Rolnick, David, Donti, Priya L., Kaack, Lynn H., Kochanski, Kelly, Lacoste, Alexandre, Sankaran, Kris, Ross, Andrew Slavin, Milojevic-Dupont, Nikola, Jaques, Natasha, Waldman-Brown, Anna, Luccioni, Alexandra, Maharaj, Tegan, Sherwin, Evan D., Mukkavilli, S. Karthik, Kording, Konrad P., Gomes, Carla, Ng, Andrew Y., Hassabis, Demis, Platt, John C., Creutzig, Felix, Chayes, Jennifer, Bengio, Yoshua
Climate change is one of the greatest challenges facing humanity, and we, as machine learning experts, may wonder how we can help. Here we describe how machine learning can be a powerful tool in reducing greenhouse gas emissions and helping society adapt to a changing climate. From smart grids to disaster management, we identify high impact problems where existing gaps can be filled by machine learning, in collaboration with other fields. Our recommendations encompass exciting research questions as well as promising business opportunities. We call on the machine learning community to join the global effort against climate change.
Amgen's drug discovery group is a few blocks beyond that. Until recently, Barzilay, one of the world's leading researchers in artificial intelligence, hadn't given much thought to these nearby buildings full of chemists and biologists. But as AI and machine learning began to perform ever more impressive feats in image recognition and language comprehension, she began to wonder: could it also transform the task of finding new drugs? The problem is that human researchers can explore only a tiny slice of what is possible. It's estimated that there are as many as 1060 potentially drug-like molecules--more than the number of atoms in the solar system. But traversing seemingly unlimited possibilities is what machine learning is good at. Trained on large databases of existing molecules and their properties, the programs can explore all possible related molecules.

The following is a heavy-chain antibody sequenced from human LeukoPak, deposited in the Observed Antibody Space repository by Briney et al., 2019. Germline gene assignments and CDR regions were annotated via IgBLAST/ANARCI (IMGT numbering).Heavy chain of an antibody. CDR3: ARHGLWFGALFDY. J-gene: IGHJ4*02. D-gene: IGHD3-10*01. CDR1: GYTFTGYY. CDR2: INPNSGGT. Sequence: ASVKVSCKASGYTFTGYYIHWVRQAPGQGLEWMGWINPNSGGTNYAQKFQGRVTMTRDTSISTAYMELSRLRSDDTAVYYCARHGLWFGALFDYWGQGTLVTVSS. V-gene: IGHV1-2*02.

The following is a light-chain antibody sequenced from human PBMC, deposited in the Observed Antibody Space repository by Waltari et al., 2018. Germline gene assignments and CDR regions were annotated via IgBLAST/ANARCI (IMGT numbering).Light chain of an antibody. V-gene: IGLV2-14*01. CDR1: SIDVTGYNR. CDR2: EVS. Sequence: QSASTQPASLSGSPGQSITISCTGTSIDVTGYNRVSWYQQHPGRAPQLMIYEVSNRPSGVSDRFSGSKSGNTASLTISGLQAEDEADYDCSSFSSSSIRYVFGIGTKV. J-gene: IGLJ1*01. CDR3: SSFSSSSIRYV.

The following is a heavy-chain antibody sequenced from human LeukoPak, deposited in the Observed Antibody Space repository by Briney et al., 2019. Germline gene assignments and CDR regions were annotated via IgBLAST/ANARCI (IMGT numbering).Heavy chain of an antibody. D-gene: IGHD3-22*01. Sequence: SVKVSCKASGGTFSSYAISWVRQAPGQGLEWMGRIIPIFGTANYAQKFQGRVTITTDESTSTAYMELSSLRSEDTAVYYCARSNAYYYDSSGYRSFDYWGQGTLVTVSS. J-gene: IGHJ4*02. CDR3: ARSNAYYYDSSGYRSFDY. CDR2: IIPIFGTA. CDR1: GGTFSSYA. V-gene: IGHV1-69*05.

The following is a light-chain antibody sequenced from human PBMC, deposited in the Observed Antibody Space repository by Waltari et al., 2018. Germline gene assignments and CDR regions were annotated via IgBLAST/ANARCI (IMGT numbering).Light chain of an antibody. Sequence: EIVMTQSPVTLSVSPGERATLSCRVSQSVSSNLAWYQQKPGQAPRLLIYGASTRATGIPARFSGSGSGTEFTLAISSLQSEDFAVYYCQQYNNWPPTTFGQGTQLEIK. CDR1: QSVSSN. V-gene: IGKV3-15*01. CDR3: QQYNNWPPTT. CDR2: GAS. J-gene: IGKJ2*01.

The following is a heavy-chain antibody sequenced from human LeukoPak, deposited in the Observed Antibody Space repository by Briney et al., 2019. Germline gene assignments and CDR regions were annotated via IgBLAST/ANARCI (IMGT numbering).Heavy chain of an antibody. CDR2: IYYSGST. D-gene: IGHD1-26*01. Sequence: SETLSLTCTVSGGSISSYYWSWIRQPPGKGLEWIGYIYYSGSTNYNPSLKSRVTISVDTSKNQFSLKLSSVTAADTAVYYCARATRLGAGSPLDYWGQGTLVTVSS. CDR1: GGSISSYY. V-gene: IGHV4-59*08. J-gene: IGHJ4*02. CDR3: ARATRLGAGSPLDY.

Deep learning (DL) has solved a problem that as little as five years ago was thought by many to be intractable - the automatic recognition of patterns in data; and it can do so with accuracy that often surpasses human beings. It has solved problems beyond the realm of traditional, hand-crafted machine learning algorithms and captured the imagination of practitioners trying to make sense out of the flood of data that now inundates our society. As public awareness of the efficacy of DL increases so does the desire to make use of it. But even for highly trained professionals it can be daunting to approach the rapidly increasing body of knowledge produced by experts in the field. Where does one start? How does one determine if a particular model is applicable to their problem? How does one train and deploy such a network? A primer on the subject can be a good place to start. With that in mind, we present an overview of some of the key multilayer ANNs that comprise DL. We also discuss some new automatic architecture optimization protocols that use multi-agent approaches. Further, since guaranteeing system uptime is becoming critical to many computer applications, we include a section on using neural networks for fault detection and subsequent mitigation. This is followed by an exploratory survey of several application areas where DL has emerged as a game-changing technology: anomalous behavior detection in financial applications or in financial time-series forecasting, predictive and prescriptive analytics, medical image processing and analysis and power systems research. The thrust of this review is to outline emerging areas of application-oriented research within the DL community as well as to provide a reference to researchers seeking to use it in their work for what it does best: statistical pattern recognition with unparalleled learning capacity with the ability to scale with information.
Google services such as its image search and translation tools use sophisticated machine learning which allow computers to see, listen and speak in much the same way as human do. Machine learning is the term for the current cutting-edge applications in artificial intelligence. Basically, the idea is that by teaching machines to "learn" by processing huge amounts of data they will become increasingly better at carrying out tasks that traditionally can only be completed by human brains. These techniques include "computer vision" – training computers to recognize images in a similar way we do. For example, an object with four legs and a tail has a high probability of being an animal.